September 5, 2017 at 3:32 p.m.

Foster Dairy navigating winds of change

Kansas family mulling investment in robotic milkers
David Foster, shown here with his wife, Addi, and their daughters – Ansley, Nayla, and Davina – milk 140 cows at Foster Dairy near Fort Scott, Kan.<br /><!-- 1upcrlf -->PHOTO SUBMITTED
David Foster, shown here with his wife, Addi, and their daughters – Ansley, Nayla, and Davina – milk 140 cows at Foster Dairy near Fort Scott, Kan.<br /><!-- 1upcrlf -->PHOTO SUBMITTED

By By Ron Johnson- | Comments: 0 | Leave a comment

Fort Scott, Kan. - The winds of change never stop blowing. That's true at Foster Dairy, Fort Scott, Kansas.
Just when certain changes will arrive isn't clear. But David Foster, who farms with his parents, Gary and Lynda, and wife, Addi, and three daughters, hopes they start to take place soon.
One such change could be a switch from the 34-year-old, double-six herringbone milking parlor to a robotic system. One benefit of robots is the time they can free up from milking so it can be used other places.
"We're all so busy and have so much to do that the labor issue is probably our biggest detriment," Foster said. "We have 25 man-hours of labor to do every day, just for basic maintenance - to cover our chores."
David, Gary and an employee handle milking, feeding and calf care, while Lynda serves as the relief milker and handles the cow records. On top of that, Foster and his mom are both involved off the farm, with Dairy Farmers of America (DFA), the National Dairy Promotion and Research Board, the Midwest Dairy Association, and the Kansas Department of Agriculture.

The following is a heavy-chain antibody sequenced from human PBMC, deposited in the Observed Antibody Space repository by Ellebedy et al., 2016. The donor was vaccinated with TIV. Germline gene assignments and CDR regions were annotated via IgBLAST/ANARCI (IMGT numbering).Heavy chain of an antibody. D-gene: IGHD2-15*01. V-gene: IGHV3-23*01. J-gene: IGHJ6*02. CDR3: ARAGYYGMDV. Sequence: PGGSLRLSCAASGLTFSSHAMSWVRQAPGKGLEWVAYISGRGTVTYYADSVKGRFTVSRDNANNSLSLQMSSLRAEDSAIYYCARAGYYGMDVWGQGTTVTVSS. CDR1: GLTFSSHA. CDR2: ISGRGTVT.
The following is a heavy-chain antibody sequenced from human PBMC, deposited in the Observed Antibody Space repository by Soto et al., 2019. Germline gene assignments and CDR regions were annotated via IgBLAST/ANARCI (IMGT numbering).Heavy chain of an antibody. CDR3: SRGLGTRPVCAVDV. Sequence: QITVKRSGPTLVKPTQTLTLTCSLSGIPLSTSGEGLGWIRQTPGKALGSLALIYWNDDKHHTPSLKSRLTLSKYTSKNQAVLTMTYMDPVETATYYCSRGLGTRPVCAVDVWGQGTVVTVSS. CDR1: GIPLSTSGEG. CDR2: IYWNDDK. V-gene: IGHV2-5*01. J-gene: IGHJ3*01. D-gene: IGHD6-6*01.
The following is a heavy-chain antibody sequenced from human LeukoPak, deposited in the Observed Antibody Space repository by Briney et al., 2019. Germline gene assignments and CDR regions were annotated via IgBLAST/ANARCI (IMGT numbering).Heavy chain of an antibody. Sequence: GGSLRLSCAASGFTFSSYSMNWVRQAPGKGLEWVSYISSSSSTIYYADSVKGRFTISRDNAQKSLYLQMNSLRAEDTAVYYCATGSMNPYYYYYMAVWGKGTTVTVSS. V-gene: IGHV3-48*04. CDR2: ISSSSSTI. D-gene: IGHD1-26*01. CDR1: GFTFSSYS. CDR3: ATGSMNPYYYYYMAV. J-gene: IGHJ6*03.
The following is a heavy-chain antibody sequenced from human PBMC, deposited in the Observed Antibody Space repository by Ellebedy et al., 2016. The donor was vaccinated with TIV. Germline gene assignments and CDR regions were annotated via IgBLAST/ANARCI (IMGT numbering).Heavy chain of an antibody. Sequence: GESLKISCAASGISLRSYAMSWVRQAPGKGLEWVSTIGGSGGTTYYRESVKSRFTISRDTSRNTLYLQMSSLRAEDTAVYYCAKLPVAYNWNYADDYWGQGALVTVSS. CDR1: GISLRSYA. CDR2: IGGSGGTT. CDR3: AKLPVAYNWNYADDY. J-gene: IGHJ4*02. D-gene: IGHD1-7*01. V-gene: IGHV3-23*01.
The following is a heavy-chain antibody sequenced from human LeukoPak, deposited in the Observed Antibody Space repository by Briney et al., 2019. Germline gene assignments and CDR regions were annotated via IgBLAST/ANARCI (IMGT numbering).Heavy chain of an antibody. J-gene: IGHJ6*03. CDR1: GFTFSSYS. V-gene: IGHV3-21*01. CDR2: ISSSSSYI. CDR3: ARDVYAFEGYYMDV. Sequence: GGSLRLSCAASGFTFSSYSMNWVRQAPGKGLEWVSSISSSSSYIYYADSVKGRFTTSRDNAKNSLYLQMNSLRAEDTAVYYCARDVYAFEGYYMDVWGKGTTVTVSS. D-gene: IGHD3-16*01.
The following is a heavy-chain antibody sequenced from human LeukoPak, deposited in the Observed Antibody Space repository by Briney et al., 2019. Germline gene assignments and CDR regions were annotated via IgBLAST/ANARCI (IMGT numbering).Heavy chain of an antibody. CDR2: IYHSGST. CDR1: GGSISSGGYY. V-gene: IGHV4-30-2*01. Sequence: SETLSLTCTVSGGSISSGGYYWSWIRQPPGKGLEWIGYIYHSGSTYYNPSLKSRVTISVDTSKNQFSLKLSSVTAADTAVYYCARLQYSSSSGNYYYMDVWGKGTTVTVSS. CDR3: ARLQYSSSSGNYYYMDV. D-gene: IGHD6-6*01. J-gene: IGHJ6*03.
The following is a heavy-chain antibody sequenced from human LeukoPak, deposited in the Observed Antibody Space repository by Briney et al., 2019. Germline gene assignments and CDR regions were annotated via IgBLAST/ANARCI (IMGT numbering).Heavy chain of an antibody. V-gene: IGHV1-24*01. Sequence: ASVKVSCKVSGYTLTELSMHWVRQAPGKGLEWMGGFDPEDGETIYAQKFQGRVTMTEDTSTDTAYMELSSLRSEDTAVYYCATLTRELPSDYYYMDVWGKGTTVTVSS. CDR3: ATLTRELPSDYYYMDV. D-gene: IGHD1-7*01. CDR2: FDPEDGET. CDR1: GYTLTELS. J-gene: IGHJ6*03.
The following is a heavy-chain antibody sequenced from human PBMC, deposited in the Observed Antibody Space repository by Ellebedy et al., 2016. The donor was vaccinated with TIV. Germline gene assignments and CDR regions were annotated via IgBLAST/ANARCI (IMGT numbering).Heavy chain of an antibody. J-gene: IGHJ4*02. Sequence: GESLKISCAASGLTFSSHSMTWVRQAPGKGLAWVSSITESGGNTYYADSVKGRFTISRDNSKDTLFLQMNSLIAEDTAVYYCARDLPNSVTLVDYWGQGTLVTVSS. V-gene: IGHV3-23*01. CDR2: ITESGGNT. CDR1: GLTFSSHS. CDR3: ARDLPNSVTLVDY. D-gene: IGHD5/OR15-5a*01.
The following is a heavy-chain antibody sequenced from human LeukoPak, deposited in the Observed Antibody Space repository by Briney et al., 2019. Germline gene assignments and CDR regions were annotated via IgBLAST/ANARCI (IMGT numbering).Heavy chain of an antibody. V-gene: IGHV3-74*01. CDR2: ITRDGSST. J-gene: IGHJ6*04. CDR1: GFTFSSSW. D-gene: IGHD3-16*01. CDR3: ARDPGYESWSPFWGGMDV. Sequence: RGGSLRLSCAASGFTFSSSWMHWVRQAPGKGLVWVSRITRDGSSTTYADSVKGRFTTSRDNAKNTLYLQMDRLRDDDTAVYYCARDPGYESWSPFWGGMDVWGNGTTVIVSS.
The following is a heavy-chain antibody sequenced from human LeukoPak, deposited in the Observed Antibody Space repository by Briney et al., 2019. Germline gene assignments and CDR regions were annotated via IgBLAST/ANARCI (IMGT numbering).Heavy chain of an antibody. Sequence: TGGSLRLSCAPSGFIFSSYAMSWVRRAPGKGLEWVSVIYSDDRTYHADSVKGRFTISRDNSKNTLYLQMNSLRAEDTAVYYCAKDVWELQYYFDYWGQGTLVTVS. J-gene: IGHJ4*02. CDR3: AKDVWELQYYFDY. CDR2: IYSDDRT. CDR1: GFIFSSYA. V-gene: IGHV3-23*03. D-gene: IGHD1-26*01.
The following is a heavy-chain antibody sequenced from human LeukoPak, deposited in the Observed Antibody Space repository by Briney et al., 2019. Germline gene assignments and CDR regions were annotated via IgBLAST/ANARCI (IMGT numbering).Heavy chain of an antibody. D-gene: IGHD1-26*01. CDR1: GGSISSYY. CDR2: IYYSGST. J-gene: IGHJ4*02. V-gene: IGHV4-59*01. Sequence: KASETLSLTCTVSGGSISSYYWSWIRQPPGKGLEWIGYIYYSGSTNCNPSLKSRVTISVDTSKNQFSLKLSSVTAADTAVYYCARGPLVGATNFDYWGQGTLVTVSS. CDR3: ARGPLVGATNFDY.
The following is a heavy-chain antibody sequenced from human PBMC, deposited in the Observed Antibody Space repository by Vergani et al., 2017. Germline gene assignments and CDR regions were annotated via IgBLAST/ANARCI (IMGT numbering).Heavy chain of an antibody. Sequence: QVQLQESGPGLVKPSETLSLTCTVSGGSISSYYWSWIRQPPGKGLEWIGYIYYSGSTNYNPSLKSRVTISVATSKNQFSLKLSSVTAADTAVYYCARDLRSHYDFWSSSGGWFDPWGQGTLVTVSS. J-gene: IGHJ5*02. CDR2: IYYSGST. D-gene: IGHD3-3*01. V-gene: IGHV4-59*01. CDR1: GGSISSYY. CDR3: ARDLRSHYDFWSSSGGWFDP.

Besides the work that milking the 140-cow herd twice a day entails, the Fosters have 1,000 acres to manage - 450 acres of row crops and 75 acres of alfalfa.
Foster said he has been promoting robotic milkers to his parents for four years. They recently visited a farm near St. Louis, Mo., that uses the machines.
If the decision was his and his alone, Foster said, "I would have put robots in already. I've done the numbers and they're the best option for the future of Foster Dairy, if I'm going to be the one running it."
He figures the extra production from the cows being milked more frequently would pay for the robots. And if the machines free up 12 to 14 hours of labor per day, the family could feed and care for more cows, and the robots could operate at peak efficiency.
Then there's the matter of the Foster Dairy herd. It keeps growing, as herds naturally do if things are going well.
Foster said the farm will be milking 40 more cows this summer, boosting the herd to 180. The freestall barn has room for 200 cows, so there is room for more.
But the milking parlor is another matter. It's been in daily use more than three decades and takes lots of maintenance. Said Foster, age 34, "For me to think about milking another 30 years, that' something that's going to need to be fixed."
Foster is on the marketing advisory board of the Kansas agriculture department. Board members are looking at things the state can do maintain its number of dairy farms - about 300, according to Foster. He sees robotic milkers helping.
Robots, said Foster, can help older farmers keep milking more years. But a tax incentive or some other program might be needed to help farmers make the leap to robots - a leap that can cost hundreds of thousands of dollars."
Maybe such a tax incentive could be extended to the companies that sell and install robotic milkers, too.